Tuesday, February 9, 2010

It's The People, Stupid! Malaysia's Demographics Part I

[When I first started this blog a year ago, I made a list of some of the things I wanted to talk about regarding the structure of the Malaysian economy. I had twelve items on that list, but in the past year I've only managed to cover five. This post starts off with one of those uncovered topics - one down, six to go! P.S. There will be two versions of this post. This first once presents a normative argument, with some backing data. The second post will be for the more statistically inclined]

Here's a few predictions about the future of Malaysia:

1. By 2020, the level of crime will have increased about 13%-14%, irrespective of the policies of the government (whichever one we will happen to have by then), or the level of enforcement.

2. Property and housing will be a very good long term investment.

3. We will still be considered a middle income country, but only just.

There's a common thread underlying these predictions - demographics. I got prompted to look at this from a few paragraphs in the introduction to Freakonomics (crime in the US fell in the mid-1990s because of the impact of Roe vs Wade on legalised abortion two decades earlier), as well as rereading this fascinating old article from the IMF's Finance and Development magazine. It's a stylized fact that a bigger working population relative to the population as a whole is associated with (I won't say "causes") higher per capita incomes.

A dynamic view of this relationship can be explained by the demographic transition model (the Wikipedia article on this is pretty good - no, I haven't read any primary sources on this yet):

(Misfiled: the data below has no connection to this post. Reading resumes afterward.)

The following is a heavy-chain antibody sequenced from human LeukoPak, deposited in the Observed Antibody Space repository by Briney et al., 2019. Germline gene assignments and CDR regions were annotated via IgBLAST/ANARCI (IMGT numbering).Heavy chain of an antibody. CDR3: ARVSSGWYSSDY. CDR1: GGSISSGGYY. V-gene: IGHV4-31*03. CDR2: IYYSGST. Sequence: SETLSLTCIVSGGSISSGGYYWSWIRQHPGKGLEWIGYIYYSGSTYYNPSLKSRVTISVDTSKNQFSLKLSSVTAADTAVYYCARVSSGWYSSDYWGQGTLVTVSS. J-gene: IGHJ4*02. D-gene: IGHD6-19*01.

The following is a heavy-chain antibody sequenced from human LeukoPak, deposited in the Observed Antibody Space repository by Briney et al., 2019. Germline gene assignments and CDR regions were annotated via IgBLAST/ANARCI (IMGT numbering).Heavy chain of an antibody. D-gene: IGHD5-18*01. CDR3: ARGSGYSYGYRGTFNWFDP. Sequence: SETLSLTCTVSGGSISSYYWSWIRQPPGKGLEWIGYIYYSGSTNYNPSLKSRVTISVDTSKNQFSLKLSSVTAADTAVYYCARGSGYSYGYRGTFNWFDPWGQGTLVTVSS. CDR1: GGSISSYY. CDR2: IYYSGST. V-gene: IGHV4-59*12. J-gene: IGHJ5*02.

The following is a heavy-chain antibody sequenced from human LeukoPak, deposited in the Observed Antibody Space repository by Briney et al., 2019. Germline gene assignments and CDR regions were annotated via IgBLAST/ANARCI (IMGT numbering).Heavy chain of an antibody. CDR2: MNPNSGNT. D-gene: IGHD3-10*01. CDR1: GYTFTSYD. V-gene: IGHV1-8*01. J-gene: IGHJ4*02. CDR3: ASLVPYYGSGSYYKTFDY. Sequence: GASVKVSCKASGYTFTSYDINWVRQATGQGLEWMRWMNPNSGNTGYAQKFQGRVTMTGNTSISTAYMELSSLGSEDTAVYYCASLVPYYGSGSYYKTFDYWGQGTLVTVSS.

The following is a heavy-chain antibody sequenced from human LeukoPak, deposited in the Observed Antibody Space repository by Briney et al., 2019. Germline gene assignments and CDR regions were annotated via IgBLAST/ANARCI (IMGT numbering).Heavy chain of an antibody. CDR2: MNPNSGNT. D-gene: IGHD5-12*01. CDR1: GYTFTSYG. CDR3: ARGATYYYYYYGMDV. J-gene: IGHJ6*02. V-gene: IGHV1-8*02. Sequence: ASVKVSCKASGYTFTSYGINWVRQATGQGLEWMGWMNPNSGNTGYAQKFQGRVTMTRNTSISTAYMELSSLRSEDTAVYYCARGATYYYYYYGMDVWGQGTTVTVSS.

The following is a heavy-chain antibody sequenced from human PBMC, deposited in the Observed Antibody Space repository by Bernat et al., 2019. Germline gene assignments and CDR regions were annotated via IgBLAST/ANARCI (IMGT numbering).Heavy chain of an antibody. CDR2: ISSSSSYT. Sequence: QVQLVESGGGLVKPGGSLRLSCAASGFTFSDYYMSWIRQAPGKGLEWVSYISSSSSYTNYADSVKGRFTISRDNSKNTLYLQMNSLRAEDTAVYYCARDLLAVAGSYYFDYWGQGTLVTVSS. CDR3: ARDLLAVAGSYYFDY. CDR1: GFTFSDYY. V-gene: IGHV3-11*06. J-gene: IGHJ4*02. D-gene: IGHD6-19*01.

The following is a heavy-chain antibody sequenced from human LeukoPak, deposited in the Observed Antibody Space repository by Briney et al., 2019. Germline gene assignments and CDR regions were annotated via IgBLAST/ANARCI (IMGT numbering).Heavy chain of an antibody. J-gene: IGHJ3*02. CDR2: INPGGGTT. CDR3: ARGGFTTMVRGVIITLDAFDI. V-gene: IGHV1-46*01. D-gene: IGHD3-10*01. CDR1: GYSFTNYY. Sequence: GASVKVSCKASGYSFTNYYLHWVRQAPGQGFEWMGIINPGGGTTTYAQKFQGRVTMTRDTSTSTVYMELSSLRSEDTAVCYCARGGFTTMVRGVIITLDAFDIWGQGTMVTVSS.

Stage 1: preindustrial society; population stable

Stage 2: better health care causes death rates to drop and improves infant survival; population growth

Stage 3: urbanisation, increasing incomes, and other factors cause the fertility rate to drop; population growth slows

Stage 4: industrial society; population again stable, but at a higher level

Stage 5: countries where the birth rate drops to low; population shrinks

There is therefore the potential for what's called the "demographic dividend", a transitory phase where a larger working population coupled with lower fertility rates means excess income that can be used for investment and asset accumulation. The IMF article further argues that there is a second dividend arising from a larger, wealthier old-age cohort who invest their retirement funds, thus further boosting the pool of funds available for investment.

In short, countries in stage 3 and stage 4 tend to have higher growth and then higher incomes, relative to those in earlier stages. The IMF article estimates that as much as 44% (about 1.9% p.a.) of South-East Asia's growth between 1970-2000 came from this transition. This article makes an even more comprehensive argument that demographic change was behind the East Asia growth "miracle".

To illustrate, here's Thailand's population pyramids between 1965 and 2050 (from the IMF article):

So what's the point of all this?

Malaysia is actually the diamond in the rough (or if you prefer, the thorn among the roses). When other countries in the region began actively trying to restrict population growth after the 1960s, Malaysia only paid lip service to the idea then went the other direction with the 1984-85 National Population Policy. If you aren't old enough to remember this, the goal was to increase the population to 70 million by 2100 - with lots of accompanying jokes about encouraging polygamy, natch.

As a result, we are far behind the curve in getting into stage 3 of the demographic transition compared to our regional peers. To compare, here are the population pyramids for Singapore, Hong Kong, Korea, Taiwan, Thailand, Indonesia and Malaysia in 1990:

...and the same countries in 2010:

(All the above from Nationmaster.com: you can find more population pyramids on the site, look under age distribution under each country page).

Note the substantial difference in age structure between the Asian Tigers and the other three countries shown here. Also, Malaysia appears to be behind even Indonesia in starting the stage 3 demographic transition.